Romancing the vote : feminist activism in American fiction, 1870-1920
Petty, Leslie Ellen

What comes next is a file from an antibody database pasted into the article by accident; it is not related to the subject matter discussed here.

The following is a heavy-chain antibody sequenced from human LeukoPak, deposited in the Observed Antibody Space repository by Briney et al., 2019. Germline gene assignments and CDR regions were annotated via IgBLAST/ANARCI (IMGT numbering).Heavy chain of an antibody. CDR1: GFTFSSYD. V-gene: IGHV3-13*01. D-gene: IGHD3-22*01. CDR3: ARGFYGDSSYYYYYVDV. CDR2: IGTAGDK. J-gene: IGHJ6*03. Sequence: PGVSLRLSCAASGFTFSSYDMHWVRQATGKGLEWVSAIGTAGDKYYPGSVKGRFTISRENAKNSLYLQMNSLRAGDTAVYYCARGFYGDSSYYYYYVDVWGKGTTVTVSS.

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While women’s cultural and political roles in nineteenth and early twentiethcentury America have long been interesting to scholars, this interest has not often included attention to literary representations of women’s public political participation. Accordingly, the central concern of my dissertation is how American fiction written about the woman suffrage and other related movements contributed to the creation and continued viability of these movements. Specifically, I am interested in the ways these novels can be viewed as models of feminist activism and of reform communities and how they, wittingly or not, emulate for readers ways to create similar communities in the real world. The primary texts I discuss are Elizabeth Boynton Harbert’s Out of Her Sphere (1871), Lillie Devereux Blake’s Fettered for Life (1874), Henry James’s The Bostonians (1886), Frances E. W. Harper’s Iola Leroy (1892), Hamlin Garland’s A Spoil of Office (1892), Marjorie Shuler’s One Pedestal – for Rent (1917), The Sturdy Oak (1917), a composite novel edited by Elizabeth Jordan, and Oreola Williams Haskell’s Banner Bearers (1920). I begin with an analysis of two novels written by suffragists in the 1870’s that explore the movement’s key issues and rhetoric in an effort to convince their audiences to support woman’s rights. I then turn to two texts from the 1890’s, Iola Leroy and A Spoil of Office, which expand the literary vision of feminist activism by demonstrating the fluidity among and shared concerns of diverse reform organizations, including the Black Uplift and Populist movements. In the third chapter, I argue that activist authors use formal innovations to account for the complexity of the large, thriving suffrage movement in the 1910’s. In the final chapter, I read The Bostonians as part of a larger body of feminist activist fiction and speculate about the lessons it can teach its reform-minded readership. Throughout, I interweave the three threads of discourse that drive the project: the ways authors appropriate narrative conventions to fictionalize feminist activist heroines, the relationship between this fictional depiction and actual reform activity, and the tradition of feminist activist fiction in American literature of which these individual texts are representative.